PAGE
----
These are the places where people can meet and mingle, play and share, and build a society. Will Whitlam be fun and healthy to live in? You be the judge.
Hugh Dakin, Griffith
Bring back the (paper) bag
The second worst thing since sliced bread was the single use plastic bag it came in.
In the mid 1950s my Aunty Vida would do a continuous spiral cut down the length of the bread bag, turning it into a wondrously long strip of bread bag raffia.
She would crochet the material into hats to sell at the Bexley (Sydney) Senior Citizens Club.
Her speckled mauve "Tip-Toppers" have now had their day. Perhaps it's time for our fearless leaders to buy back Australian Standards, from whoever now owns it, and write a new standard for sliced bread packaging.
A suitably sized paper bag would do.
Howard Styles, Kingston
TO THE POINT
YOU COULD VOTE...
From the latest ACT government propaganda flyer: "Want a quick and easy way to help shape Canberra? Join the new YourSay Community Panel". Need one say more?
Klaus Inveen, Macquarie
Neutral Sweden was able to help liberate our young citizen from North Korea because it is a friend to all countries and the enemy of none. Neutrality is enjoyed by 19 countries including Austria, Ireland, Finland, Switzerland, Mexico, Japan and Singapore. Isn't it time to consider joining the neutrals to become a constructive force for peace?
Charles Foley, Queanbeyan East, NSW
WHERE ARE THE SAVINGS?
Politicians are crowing they have put more money in people's pockets with cross bench senators carrying on about reducing energy prices as a condition to passing the new tax bill. When and how much are the reductions senators? I received letters from Origin last week saying electricity and gas prices will increase from July 8.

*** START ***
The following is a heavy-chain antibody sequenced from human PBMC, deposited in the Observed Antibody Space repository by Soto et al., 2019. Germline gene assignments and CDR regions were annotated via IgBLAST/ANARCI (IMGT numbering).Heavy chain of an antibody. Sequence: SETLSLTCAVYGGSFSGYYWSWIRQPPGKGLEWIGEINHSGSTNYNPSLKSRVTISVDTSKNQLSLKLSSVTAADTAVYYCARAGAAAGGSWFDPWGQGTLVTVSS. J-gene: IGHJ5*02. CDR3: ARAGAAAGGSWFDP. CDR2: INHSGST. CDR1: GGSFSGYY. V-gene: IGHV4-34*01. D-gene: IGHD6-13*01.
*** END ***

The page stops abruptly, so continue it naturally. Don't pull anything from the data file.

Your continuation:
Errol Good, McGregor
WHAT A WASTE
Rattenbury and Barr will waste more public money on a tram to nowhere by extending the tram line to Commonwealth Park. Very courageous, as Sir Humphrey would say. I predict any business case will turn out to be "positive", even if woefully not so; and tenders will not be let, as required by procurement regulations, but be a revival and extension of the stage one PPP contract.
M. Flint, Erindale
DON'T FORGET TOMIC
Dennis Fitzgerald (Letters, July 5). You forgot Bernard Tomic!
Norm Lewis, Queanbeyan
60 years ago I left Wimbledon to settle in Australia and brought my love of tennis with me. Each year I suffer total frustration at the biased TV coverage we receive. I like to watch exciting, closely fought games which does not necessarily mean an Australian player is involved. Does Ian Warden share my views?
Judy McClelland, Griffith
MAKE THE CASE
The proposal to partially construct the light rail to Woden demonstrates evidence based policy is critically ill, if not dead, in the ACT. Given the under funding of health and housing and the fragile state of ACT finances, infrastructure decisions need to be soundly based. An independent business case should be prepared.
Mike Quirk, Garran
WILL THE CHEQUE BOUNCE?
The Coalition's $158 billion tax bill has passed the Senate. Some of the tax cuts will start in 2024. I earnestly hope that it is not a post dated cheque on a crashing bank.
Sankar Kumar Chatterjee, Evatt
TAKE THE MONEY
Let's just check in on the situation with public housing in Tasmania and the national outcome from the tax cuts in 12 months' time. I suspect both will be hugely beneficial. Anyone care to wager?
Linus Cole, Palmerston
ET TU SCOMO?
Niki Savva's excellent book Plots and Prayers has a photo of Scomo with his right hand on Turnbull's shoulder. Well might Mr Turnbull say Et tu Brute.
Cynthia Moloney, Yarralumla